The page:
SQL Clients

Dolt ships with a built in MySQL compatible server. To start the server for your Dolt database, you run dolt sql-server in the repository directory. The dolt sql-server command starts a MySQL compatible server for the Dolt database on port 3306 with no authentication. The database name is the name of the repository directory but with dashes (-) replaced with underscores (_). So dolt-test repository name would become dolt_test database name. See this documentation for more configuration details.

Once a server is running, any MySQL client should be able to connect to Dolt SQL Server in the exact same way it connects to a standard MySQL database. We explicitly support the programmatic clients outlined in this document through integration testing. Tests are run on GitHub pull requests to Dolt in a Ubuntu environment in a Docker container. If you would like another MySQL compatible client supported and tested, please let us know.

The test code linked to below is a good way to get started connecting to a Dolt SQL server if you are not familiar how to connect to MySQL in your language of choice. The code establishes a connection, runs some simple queries, verifies the output comes back as expected, and closes the connection.


We currently support two native Python MySQL connectors, mysql.connector and pymysql. These are all native (ie. do not depend on a MySQL compiled C library) Python libraries available through pip.




We also support the SQLAlchemy library, and build on top of it in Doltpy, our Python library. SQLAlchemy requires a connector that is specified in the connection string. Choose one of the supported connectors listed above, and then pass that to the SQLAlchemy connection string, as in the snippet taken from the connector test below:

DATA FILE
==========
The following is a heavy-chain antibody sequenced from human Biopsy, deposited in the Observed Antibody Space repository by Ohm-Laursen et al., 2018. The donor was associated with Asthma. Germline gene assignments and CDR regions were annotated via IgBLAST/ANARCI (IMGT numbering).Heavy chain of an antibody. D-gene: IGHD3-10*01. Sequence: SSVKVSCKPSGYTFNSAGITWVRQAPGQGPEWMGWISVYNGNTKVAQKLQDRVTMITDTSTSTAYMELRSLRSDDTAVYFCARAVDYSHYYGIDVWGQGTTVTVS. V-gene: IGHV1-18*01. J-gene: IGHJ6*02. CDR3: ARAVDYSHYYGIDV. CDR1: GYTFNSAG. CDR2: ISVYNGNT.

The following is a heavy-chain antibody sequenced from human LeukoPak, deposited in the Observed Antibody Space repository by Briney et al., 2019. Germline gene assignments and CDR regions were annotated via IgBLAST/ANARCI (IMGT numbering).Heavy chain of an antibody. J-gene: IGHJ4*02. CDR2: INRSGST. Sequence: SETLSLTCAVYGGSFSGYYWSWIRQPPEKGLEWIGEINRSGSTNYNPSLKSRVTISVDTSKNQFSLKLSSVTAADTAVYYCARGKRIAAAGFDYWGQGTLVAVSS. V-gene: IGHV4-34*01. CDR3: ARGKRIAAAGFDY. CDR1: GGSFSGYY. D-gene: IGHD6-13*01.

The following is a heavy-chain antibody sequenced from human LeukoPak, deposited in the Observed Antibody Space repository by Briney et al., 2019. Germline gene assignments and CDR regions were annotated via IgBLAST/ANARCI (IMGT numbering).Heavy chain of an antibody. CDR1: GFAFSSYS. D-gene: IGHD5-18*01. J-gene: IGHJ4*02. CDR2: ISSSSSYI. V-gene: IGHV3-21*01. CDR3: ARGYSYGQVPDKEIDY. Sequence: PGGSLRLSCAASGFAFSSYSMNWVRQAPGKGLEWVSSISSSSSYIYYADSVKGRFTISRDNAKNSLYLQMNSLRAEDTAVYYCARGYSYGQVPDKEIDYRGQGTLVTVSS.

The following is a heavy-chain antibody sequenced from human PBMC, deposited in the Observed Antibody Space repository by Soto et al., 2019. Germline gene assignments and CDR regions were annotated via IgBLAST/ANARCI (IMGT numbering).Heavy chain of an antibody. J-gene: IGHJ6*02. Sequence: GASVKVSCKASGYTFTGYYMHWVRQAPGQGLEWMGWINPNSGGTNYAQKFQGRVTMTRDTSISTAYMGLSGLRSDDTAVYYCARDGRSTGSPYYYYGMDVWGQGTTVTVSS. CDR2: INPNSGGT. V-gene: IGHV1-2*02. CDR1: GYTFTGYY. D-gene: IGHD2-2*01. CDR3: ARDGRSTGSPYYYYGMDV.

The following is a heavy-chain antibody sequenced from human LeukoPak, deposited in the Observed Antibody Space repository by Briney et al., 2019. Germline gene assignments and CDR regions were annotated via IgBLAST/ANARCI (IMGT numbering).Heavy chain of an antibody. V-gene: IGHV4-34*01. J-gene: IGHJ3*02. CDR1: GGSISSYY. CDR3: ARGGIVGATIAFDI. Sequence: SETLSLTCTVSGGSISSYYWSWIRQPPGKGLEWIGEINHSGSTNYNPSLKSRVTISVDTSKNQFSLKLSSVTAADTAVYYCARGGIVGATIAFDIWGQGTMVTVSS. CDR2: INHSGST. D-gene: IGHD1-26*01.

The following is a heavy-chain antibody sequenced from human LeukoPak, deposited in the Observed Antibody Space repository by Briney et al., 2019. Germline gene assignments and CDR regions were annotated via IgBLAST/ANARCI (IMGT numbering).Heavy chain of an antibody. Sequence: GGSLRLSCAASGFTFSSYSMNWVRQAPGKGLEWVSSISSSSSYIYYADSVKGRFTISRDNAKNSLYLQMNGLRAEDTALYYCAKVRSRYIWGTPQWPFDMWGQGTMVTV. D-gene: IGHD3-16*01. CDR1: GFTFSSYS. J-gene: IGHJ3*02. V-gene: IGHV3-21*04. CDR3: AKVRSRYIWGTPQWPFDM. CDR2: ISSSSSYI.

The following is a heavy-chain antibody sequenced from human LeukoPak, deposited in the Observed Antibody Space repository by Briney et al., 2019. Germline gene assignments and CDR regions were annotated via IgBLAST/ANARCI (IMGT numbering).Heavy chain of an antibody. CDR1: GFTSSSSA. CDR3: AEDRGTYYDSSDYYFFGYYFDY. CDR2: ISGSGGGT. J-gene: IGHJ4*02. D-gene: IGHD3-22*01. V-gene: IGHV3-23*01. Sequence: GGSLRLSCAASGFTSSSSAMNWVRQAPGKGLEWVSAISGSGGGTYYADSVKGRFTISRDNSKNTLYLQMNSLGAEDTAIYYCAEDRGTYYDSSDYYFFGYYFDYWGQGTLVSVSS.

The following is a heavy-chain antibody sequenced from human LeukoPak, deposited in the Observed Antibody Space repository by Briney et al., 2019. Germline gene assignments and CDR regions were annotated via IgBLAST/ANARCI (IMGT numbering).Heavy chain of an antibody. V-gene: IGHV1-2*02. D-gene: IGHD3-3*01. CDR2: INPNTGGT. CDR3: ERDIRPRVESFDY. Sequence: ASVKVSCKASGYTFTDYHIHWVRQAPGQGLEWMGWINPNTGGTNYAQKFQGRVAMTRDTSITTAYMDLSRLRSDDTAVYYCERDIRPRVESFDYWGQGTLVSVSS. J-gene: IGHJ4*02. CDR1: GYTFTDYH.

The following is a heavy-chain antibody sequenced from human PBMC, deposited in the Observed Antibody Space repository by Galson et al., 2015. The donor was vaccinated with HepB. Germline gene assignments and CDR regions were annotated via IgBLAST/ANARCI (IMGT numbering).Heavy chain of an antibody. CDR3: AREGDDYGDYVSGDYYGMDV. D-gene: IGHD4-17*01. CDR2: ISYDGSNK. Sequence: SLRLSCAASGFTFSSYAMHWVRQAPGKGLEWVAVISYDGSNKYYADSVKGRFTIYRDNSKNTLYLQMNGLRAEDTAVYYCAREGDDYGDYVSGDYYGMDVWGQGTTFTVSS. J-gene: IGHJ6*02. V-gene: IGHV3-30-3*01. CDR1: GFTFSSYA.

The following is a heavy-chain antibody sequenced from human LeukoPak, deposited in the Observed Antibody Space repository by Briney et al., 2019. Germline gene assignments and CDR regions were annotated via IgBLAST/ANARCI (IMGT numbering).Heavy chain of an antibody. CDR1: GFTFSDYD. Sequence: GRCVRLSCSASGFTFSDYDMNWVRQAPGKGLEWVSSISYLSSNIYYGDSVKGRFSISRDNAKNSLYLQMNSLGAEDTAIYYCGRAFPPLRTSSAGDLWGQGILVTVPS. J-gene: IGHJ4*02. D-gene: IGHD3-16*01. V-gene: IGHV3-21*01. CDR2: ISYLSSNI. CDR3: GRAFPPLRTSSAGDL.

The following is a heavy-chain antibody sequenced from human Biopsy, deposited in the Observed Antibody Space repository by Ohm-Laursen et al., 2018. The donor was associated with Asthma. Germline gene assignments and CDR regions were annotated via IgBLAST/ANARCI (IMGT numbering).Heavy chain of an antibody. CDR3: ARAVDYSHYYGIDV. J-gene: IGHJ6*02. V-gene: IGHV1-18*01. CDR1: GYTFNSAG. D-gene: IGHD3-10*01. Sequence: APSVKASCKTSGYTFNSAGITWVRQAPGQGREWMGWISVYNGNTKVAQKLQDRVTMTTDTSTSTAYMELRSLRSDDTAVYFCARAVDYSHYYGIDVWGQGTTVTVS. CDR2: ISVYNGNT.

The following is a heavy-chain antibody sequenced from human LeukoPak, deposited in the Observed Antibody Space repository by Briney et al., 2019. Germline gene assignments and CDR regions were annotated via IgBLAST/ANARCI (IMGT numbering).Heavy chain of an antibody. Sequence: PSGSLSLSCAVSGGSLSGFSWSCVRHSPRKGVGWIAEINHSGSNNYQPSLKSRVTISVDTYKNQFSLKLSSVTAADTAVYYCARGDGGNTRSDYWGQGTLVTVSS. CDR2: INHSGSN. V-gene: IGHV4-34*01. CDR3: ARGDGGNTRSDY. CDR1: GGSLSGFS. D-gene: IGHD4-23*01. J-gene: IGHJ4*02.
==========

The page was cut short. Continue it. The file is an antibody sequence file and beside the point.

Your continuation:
conn_string_base = "mysql+mysqlconnector://"
engine = create_engine(conn_string_base +


We support the standard mysql Node library.


We support the Java client distributed on the MySQL website called mysql-connector-java. For our test we use the architecture independent build.


We support libmysqlclient distrbuted by MySQL. On OSX, we tested the client distributed by brew install mysql-client. For the Ubuntu tests, we apt install -y libmysqlclient-dev. We then use pkg-config to generate the proper CFLAGS and LDFLAGS.


We support mysql-connector-cpp. Getting it to work correctly required we checkout and build mysql-connector-cpp using the proper flags and dependencies. This was a relatively heavy lift but you can use our build logic as an example.


We support MySql.Data distrbuted by MySQL. On OSX and Ubuntu we tested the client using .Net core SDK.


We support the DBD::mysql package that implements DBI for MySQL. This connector relies on libmysqlclient.


We support the go-sql-driver/mysql package. This is the MySQL driver for the database/sql package.


We support the native ruby/mysql library. The mysql/ruby package uses the MySQL C API and has not been ported to MySQL client version 8. Thus, we do not support mysql/ruby.


We support the legacy RMySQL and newer RMariaDB R clients. Both implement DBI and require either libmysqlclient or MariaDBConnector/C.